Reports indicate that some Turkish dried fruit producers have already started to offer new crop Turkish sultanas and raisins. It is however, still very early as there is more than two months to go until the harvest takes place in mid-August. There is therefore a serious risk for exporters if problems occur between now and the completion of the new crop.
First estimates of the size of the new crop of Turkish sultanas and raisins put this around 250,000-260,000 metric tonnes, which will be considerably smaller than last year’s bumper crop. There is though likely to be a substantial carry-over of fruit from this year’s crop. Turkish vine fruit prices have come under pressure locally as Iran continues to offer their sultanas and raisins at very competitive levels. Demand however, is high for the domestic market for Ramadan, so export prices for the UK market are largely unchanged with specially cleaned standard no 9 sultanas available between US$1200-US$1250 pmt FOB Izmir and type no 8 sultanas which can be used as a substitute for Thompson seedless raisins at a discount of between US$50-US$75 pmt on this figure. Genuine Thompson seedless raisins are however now relatively scarce as most of the available quantities have been purchased on forward contracts. Where stocks can be found these are available at between US$1350-US$1400 pmt FOB Izmir.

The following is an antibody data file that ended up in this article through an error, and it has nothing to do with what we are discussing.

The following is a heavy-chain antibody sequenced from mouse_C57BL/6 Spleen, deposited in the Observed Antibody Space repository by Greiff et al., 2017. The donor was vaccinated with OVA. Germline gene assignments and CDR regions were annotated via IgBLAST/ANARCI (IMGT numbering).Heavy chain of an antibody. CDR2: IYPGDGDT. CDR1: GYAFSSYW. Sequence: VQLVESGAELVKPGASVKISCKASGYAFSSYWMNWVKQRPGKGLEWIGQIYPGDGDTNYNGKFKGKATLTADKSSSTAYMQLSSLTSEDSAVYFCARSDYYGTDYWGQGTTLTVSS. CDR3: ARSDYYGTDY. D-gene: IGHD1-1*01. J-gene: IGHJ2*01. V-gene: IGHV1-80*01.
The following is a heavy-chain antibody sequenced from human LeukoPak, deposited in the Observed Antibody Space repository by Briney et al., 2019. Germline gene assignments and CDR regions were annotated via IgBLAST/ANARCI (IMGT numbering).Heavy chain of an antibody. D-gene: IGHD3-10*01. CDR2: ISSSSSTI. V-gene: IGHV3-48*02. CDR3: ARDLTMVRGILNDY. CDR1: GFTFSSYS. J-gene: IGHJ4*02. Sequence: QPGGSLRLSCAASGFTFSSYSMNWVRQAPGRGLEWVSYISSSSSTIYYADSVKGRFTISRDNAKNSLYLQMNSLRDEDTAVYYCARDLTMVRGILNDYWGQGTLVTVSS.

There have been no reports of any serious quality issues this year particularly with the now prohibited pesticide chlorpyrifos. Local farmers are however concerned, that there may be future problems with mould on the vines as chlorpyrifos had previously been used to reduce this problem. As reported last week, the EU has decided to increase its surveillance on Turkish vine fruits from 1st July and it will be interesting for the industry to be able to review the results once these are available.
The vines are now quite advanced throughout the Turkish sultana growing regions and the next critical period is of course August when the grapes are cut and in the open to dry.
News from Australia is less positive with the major dried fruit packer confirming that there will be a sever shortfall of Australian sultanas this season following a hailstorm in Sunraysia on 11th November and a poor fruit set in the Spring, which was caused by unseasonal weather. Grower yields are therefore likely to be significantly lower than estimated when the fruit was still on the vine and expectations are that the sultana variety will be reduced by as much as 32% this year. New crop prices have therefore increased but the main problem for export customers will be a lack of availability.
South Africa continues to have fruit to sell with Choice Thompson seedless raisins quoted between US$2000-US$2050 pmt CIF UK and Choice golden raisins between US$2800-US$3000 pmt CIF UK. Unsold stocks of South African currants are now very limited following an increased take-up this year by European buyers.
News from Greece remains pessimistic with very few offers of 2016 crop currants. Where offers can be found prices remain high at between Euros 1800 – Euros 1850 pmt FOB Piraeus for good quality provincial fruit. It is, as in the case of the Turkish sultana crop still too early to accurately predict the size of the new crop of Greek currants this year. New season Greek currant prices will be set against the background of almost nil availability from the previous crop. Major packers and importers both seem to be of the opinion therefore that prices of currants will remain firm for the foreseeable future.